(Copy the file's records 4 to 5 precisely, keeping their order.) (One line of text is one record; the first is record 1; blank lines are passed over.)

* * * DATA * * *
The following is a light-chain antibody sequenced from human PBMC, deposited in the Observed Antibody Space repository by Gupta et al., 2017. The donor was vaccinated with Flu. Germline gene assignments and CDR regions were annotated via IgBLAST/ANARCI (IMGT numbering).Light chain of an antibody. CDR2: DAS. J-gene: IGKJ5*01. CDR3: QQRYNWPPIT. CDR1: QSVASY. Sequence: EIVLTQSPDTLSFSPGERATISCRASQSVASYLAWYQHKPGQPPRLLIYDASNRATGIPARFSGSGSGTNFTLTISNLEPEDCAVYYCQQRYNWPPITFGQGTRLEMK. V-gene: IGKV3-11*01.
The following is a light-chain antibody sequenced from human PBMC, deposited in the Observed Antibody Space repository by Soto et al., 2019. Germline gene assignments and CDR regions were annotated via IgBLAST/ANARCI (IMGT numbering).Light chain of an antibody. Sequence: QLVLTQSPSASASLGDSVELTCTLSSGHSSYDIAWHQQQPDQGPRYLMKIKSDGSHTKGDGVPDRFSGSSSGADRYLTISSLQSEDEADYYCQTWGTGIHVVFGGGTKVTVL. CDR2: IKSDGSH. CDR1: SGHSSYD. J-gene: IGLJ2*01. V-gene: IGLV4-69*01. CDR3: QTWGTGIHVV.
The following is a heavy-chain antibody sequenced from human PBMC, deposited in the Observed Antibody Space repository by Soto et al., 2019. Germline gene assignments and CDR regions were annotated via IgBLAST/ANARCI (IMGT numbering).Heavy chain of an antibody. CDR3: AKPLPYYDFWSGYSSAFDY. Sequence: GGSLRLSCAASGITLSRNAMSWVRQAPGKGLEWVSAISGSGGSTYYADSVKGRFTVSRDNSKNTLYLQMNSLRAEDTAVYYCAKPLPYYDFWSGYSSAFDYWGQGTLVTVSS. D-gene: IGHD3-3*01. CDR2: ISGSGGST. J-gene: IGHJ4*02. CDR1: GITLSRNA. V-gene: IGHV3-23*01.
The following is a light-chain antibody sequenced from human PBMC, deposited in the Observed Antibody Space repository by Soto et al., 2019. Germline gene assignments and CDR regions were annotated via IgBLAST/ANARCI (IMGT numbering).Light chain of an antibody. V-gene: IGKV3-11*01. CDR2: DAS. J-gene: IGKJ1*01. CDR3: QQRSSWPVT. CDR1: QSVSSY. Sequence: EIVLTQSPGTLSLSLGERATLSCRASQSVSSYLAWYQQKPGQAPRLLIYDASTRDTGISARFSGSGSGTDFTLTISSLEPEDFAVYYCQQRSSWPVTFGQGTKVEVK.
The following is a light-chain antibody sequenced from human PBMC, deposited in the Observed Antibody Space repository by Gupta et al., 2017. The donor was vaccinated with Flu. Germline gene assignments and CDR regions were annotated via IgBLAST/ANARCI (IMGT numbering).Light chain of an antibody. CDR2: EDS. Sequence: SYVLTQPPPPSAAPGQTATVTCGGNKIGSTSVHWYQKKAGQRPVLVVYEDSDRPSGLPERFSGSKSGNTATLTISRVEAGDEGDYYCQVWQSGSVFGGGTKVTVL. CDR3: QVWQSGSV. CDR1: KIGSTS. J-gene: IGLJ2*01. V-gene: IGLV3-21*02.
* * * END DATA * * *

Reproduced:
The following is a light-chain antibody sequenced from human PBMC, deposited in the Observed Antibody Space repository by Soto et al., 2019. Germline gene assignments and CDR regions were annotated via IgBLAST/ANARCI (IMGT numbering).Light chain of an antibody. V-gene: IGKV3-11*01. CDR2: DAS. J-gene: IGKJ1*01. CDR3: QQRSSWPVT. CDR1: QSVSSY. Sequence: EIVLTQSPGTLSLSLGERATLSCRASQSVSSYLAWYQQKPGQAPRLLIYDASTRDTGISARFSGSGSGTDFTLTISSLEPEDFAVYYCQQRSSWPVTFGQGTKVEVK.
The following is a light-chain antibody sequenced from human PBMC, deposited in the Observed Antibody Space repository by Gupta et al., 2017. The donor was vaccinated with Flu. Germline gene assignments and CDR regions were annotated via IgBLAST/ANARCI (IMGT numbering).Light chain of an antibody. CDR2: EDS. Sequence: SYVLTQPPPPSAAPGQTATVTCGGNKIGSTSVHWYQKKAGQRPVLVVYEDSDRPSGLPERFSGSKSGNTATLTISRVEAGDEGDYYCQVWQSGSVFGGGTKVTVL. CDR3: QVWQSGSV. CDR1: KIGSTS. J-gene: IGLJ2*01. V-gene: IGLV3-21*02.